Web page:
Node.js: What is it and how does it work?

What is Node.js??

If you have been coding in JavaScript, you have been using Node.js this whole time. Well, technically this isn’t true. When were coding in JavaScript we are using node and the npm library, but it’s not really Node.js. When we talk about Node.js, we are implying that we are using it as a way to create server and interact with our database on the backend. So far while doing projects I have only used JavaScript on the front end, in order to avoid refreshing the page, while still rendering new information on the page. With Node.js we are able to use JavaScript on the backend in order to handle requests to different urls. First I’ll talk a little about how it works and the difference between conventional servers, then give a brief overview of a test server, and finally discuss the pros and cons of a Node.js backend.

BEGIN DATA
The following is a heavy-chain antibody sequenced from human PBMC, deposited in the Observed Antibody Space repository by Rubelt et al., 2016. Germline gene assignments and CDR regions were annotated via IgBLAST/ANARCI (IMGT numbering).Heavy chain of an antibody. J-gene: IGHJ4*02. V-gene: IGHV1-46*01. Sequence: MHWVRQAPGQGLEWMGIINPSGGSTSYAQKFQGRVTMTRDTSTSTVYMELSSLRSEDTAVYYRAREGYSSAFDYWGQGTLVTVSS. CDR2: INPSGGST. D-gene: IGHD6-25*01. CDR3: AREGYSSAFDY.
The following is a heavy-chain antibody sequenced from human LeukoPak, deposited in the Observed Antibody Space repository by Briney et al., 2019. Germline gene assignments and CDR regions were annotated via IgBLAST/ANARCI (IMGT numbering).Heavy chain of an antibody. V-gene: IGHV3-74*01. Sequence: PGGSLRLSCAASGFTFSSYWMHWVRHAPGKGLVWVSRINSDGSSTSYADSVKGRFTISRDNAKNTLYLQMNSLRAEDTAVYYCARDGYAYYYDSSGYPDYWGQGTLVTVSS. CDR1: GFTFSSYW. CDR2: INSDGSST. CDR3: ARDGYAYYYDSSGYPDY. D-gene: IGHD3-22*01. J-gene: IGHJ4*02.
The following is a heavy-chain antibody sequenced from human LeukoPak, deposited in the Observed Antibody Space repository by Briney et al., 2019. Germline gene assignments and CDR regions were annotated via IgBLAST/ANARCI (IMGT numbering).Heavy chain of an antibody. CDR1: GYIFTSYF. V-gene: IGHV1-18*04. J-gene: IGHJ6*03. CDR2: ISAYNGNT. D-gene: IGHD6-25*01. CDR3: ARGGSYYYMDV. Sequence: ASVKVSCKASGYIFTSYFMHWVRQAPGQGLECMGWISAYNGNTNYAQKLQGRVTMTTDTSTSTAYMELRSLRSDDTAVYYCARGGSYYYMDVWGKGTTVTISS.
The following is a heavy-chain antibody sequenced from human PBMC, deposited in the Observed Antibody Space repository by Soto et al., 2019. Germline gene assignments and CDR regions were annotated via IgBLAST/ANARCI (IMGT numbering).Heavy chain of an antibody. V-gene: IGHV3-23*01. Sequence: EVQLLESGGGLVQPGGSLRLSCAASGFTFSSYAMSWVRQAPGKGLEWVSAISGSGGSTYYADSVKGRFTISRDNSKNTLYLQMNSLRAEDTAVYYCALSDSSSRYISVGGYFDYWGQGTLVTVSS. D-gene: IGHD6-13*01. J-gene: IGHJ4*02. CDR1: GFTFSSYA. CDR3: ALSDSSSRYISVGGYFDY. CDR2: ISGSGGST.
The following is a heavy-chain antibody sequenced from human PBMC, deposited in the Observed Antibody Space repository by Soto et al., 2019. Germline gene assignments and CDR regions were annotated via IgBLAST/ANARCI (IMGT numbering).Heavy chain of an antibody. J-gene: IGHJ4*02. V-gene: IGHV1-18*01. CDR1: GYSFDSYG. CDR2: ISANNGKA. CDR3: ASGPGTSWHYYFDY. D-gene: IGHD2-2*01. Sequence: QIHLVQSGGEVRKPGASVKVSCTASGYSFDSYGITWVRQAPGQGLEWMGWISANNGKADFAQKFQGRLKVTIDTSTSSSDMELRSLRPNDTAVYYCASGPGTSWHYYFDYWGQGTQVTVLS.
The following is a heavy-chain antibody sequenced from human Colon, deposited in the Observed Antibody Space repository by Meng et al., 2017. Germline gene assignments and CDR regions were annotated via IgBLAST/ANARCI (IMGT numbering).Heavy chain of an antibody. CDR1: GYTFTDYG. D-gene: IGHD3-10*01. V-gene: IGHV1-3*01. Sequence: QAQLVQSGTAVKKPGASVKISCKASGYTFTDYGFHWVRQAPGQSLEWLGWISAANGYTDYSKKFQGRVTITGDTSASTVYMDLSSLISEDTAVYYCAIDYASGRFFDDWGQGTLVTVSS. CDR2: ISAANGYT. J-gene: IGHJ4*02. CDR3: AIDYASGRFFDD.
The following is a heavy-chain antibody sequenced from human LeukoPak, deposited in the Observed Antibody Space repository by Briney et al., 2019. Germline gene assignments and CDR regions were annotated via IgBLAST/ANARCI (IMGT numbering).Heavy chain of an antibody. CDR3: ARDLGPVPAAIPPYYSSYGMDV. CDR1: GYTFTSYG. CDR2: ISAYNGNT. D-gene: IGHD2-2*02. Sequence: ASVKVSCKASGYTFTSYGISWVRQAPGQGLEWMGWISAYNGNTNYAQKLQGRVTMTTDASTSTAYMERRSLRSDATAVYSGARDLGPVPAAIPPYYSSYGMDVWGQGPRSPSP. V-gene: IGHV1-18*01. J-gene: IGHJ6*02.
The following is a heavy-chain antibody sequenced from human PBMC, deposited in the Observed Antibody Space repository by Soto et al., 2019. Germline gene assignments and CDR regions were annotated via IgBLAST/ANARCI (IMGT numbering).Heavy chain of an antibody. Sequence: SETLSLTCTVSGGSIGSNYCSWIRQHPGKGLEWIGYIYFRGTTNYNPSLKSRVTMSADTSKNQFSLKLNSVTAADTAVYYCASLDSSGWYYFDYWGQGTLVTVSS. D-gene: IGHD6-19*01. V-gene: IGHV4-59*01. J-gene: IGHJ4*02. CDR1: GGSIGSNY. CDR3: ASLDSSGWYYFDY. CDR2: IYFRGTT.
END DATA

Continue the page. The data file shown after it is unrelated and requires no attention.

How does it work?

First of all just like other languages node comes with packages and modules. These are libraries of functions that we can import from npm (node package manager) into our code and utilize. If you have node installed on your computer, then you already have some basic modules installed. These are how we create a simple server, but I’ll get to that later.

If you are familiar with JavaScript, then you know it is asynchronous and single threaded. The single thread is the event loop which is responsible for running all functions and requests. The asynchronous behavior is extremely important when using node, because it guarantees that the event loop is never blocked by a synchronous function.

source: https://webapplog.com/event-loop/